After three years of Rafa Benitez pragmatism, where Newcastle were relentlessly drilled to learn to play without the ball and looked to hit teams with swift and direct counter attacks, Newcastle players had become accustomed to sitting deep, defending their own area, often with a back five, and looking to lure teams on to them.
That system was largely maintained by Steve Bruce in his two full seasons at St James’ Park. The two managers, despite vastly differing in popularity on Tyneside, collected precisely the same number of points over two full seasons with this method.
Howe initially stuck to the same sort of plan to avoid relegation last season, but this year they have blown teams away with their high-energy football. The swarm attack era was born.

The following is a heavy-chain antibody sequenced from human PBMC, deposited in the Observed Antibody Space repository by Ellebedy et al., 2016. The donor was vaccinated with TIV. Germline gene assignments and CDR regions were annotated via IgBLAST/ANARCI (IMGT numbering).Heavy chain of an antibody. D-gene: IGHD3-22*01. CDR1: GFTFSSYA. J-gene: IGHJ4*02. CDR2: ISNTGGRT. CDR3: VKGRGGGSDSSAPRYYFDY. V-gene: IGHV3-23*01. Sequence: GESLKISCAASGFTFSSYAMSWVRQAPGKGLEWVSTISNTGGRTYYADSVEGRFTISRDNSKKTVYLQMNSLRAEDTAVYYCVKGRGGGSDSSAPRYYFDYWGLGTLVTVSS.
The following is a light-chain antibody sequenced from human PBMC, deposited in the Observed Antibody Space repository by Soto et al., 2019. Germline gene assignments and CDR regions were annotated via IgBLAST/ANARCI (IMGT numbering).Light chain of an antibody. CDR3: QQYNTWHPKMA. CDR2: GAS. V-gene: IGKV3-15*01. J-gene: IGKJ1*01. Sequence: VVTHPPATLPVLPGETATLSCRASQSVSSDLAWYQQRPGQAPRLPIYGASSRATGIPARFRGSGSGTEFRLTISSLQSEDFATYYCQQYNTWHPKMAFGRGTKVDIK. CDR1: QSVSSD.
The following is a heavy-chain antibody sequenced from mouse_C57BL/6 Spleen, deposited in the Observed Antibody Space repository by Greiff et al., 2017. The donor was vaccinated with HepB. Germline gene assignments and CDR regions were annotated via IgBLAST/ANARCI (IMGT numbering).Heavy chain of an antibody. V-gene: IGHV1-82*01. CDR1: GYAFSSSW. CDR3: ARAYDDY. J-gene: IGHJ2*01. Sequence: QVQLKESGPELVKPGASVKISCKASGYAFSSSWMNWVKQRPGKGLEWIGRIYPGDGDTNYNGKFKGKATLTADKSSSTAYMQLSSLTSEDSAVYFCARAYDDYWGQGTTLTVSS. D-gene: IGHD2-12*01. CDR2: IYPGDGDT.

Fitter and stronger
To play the swarm attack system, Newcastle’s players have to be fitter and stronger than almost all of their rivals. That is easier said than done in the Premier League. Newcastle are not the only team that tries to play on the front foot. This is where Howe has excelled, supported by his coaching staff, Jason Tindall, Graeme Jones and Stephen Purches. One of his first appointments when he arrived was a new head of sports science Dan Hodges.
There is an unofficial mantra among the coaching team – there is fit and then there is “Howe fit.” Players like Bruno Guimarares, Alexander Isak and most recently Anthony Gordon, who all arrived without a full pre-season behind them, have initially struggled to pick up the pace of the team.
They have had to be brought up to speed before starting regularly. This is evidence of the gruelling nature of the training, but also the toll it takes on players on a match day.
Newcastle will outfight you and outrun you if you let them, the speed with which they move back into defensive shape as impressive as the speed and fluidity of their offence.